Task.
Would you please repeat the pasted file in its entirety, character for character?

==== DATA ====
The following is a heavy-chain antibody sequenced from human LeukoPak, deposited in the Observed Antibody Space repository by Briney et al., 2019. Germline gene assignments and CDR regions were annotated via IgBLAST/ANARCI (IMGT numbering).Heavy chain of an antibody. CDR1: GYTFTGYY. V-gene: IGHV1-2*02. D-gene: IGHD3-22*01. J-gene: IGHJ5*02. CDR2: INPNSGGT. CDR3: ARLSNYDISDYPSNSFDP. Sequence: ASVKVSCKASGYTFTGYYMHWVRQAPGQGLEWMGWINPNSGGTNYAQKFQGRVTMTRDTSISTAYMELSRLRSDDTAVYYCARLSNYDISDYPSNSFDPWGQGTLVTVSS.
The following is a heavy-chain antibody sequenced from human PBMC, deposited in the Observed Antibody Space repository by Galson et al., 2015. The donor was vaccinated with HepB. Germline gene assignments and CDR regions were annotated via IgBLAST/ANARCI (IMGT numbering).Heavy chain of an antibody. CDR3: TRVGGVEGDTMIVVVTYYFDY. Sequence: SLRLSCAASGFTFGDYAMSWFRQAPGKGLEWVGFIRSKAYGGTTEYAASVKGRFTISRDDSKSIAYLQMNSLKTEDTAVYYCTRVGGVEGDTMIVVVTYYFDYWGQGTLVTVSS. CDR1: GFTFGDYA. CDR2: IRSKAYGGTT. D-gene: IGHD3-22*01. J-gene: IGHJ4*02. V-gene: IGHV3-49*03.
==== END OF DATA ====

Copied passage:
The following is a heavy-chain antibody sequenced from human LeukoPak, deposited in the Observed Antibody Space repository by Briney et al., 2019. Germline gene assignments and CDR regions were annotated via IgBLAST/ANARCI (IMGT numbering).Heavy chain of an antibody. CDR1: GYTFTGYY. V-gene: IGHV1-2*02. D-gene: IGHD3-22*01. J-gene: IGHJ5*02. CDR2: INPNSGGT. CDR3: ARLSNYDISDYPSNSFDP. Sequence: ASVKVSCKASGYTFTGYYMHWVRQAPGQGLEWMGWINPNSGGTNYAQKFQGRVTMTRDTSISTAYMELSRLRSDDTAVYYCARLSNYDISDYPSNSFDPWGQGTLVTVSS.
The following is a heavy-chain antibody sequenced from human PBMC, deposited in the Observed Antibody Space repository by Galson et al., 2015. The donor was vaccinated with HepB. Germline gene assignments and CDR regions were annotated via IgBLAST/ANARCI (IMGT numbering).Heavy chain of an antibody. CDR3: TRVGGVEGDTMIVVVTYYFDY. Sequence: SLRLSCAASGFTFGDYAMSWFRQAPGKGLEWVGFIRSKAYGGTTEYAASVKGRFTISRDDSKSIAYLQMNSLKTEDTAVYYCTRVGGVEGDTMIVVVTYYFDYWGQGTLVTVSS. CDR1: GFTFGDYA. CDR2: IRSKAYGGTT. D-gene: IGHD3-22*01. J-gene: IGHJ4*02. V-gene: IGHV3-49*03.